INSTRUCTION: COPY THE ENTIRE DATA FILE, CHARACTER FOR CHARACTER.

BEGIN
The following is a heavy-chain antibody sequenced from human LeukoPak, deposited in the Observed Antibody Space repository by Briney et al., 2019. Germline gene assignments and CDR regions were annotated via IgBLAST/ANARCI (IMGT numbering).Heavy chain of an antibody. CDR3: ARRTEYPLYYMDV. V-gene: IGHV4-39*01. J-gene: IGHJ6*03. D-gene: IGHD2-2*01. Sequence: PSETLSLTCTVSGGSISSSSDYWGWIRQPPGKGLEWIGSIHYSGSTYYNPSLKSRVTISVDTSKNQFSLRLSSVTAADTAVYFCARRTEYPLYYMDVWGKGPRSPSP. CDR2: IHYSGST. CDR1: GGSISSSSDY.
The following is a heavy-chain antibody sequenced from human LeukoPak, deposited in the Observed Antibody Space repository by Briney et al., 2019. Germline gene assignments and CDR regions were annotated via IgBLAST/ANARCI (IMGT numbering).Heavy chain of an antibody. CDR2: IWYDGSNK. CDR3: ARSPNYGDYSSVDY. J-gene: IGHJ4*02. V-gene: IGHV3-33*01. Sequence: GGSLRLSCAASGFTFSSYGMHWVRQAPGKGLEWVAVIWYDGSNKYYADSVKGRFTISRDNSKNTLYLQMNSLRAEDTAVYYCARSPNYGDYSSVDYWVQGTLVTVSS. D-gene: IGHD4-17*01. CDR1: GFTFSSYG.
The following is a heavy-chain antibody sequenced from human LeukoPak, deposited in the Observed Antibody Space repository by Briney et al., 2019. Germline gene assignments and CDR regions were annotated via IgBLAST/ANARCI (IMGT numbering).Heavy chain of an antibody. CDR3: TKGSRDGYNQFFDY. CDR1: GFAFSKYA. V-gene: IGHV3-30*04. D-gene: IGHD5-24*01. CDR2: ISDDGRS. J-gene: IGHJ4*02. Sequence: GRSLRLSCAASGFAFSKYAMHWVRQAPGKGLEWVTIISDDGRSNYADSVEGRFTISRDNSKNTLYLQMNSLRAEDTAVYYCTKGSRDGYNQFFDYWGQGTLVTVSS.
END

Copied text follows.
The following is a heavy-chain antibody sequenced from human LeukoPak, deposited in the Observed Antibody Space repository by Briney et al., 2019. Germline gene assignments and CDR regions were annotated via IgBLAST/ANARCI (IMGT numbering).Heavy chain of an antibody. CDR3: ARRTEYPLYYMDV. V-gene: IGHV4-39*01. J-gene: IGHJ6*03. D-gene: IGHD2-2*01. Sequence: PSETLSLTCTVSGGSISSSSDYWGWIRQPPGKGLEWIGSIHYSGSTYYNPSLKSRVTISVDTSKNQFSLRLSSVTAADTAVYFCARRTEYPLYYMDVWGKGPRSPSP. CDR2: IHYSGST. CDR1: GGSISSSSDY.
The following is a heavy-chain antibody sequenced from human LeukoPak, deposited in the Observed Antibody Space repository by Briney et al., 2019. Germline gene assignments and CDR regions were annotated via IgBLAST/ANARCI (IMGT numbering).Heavy chain of an antibody. CDR2: IWYDGSNK. CDR3: ARSPNYGDYSSVDY. J-gene: IGHJ4*02. V-gene: IGHV3-33*01. Sequence: GGSLRLSCAASGFTFSSYGMHWVRQAPGKGLEWVAVIWYDGSNKYYADSVKGRFTISRDNSKNTLYLQMNSLRAEDTAVYYCARSPNYGDYSSVDYWVQGTLVTVSS. D-gene: IGHD4-17*01. CDR1: GFTFSSYG.
The following is a heavy-chain antibody sequenced from human LeukoPak, deposited in the Observed Antibody Space repository by Briney et al., 2019. Germline gene assignments and CDR regions were annotated via IgBLAST/ANARCI (IMGT numbering).Heavy chain of an antibody. CDR3: TKGSRDGYNQFFDY. CDR1: GFAFSKYA. V-gene: IGHV3-30*04. D-gene: IGHD5-24*01. CDR2: ISDDGRS. J-gene: IGHJ4*02. Sequence: GRSLRLSCAASGFAFSKYAMHWVRQAPGKGLEWVTIISDDGRSNYADSVEGRFTISRDNSKNTLYLQMNSLRAEDTAVYYCTKGSRDGYNQFFDYWGQGTLVTVSS.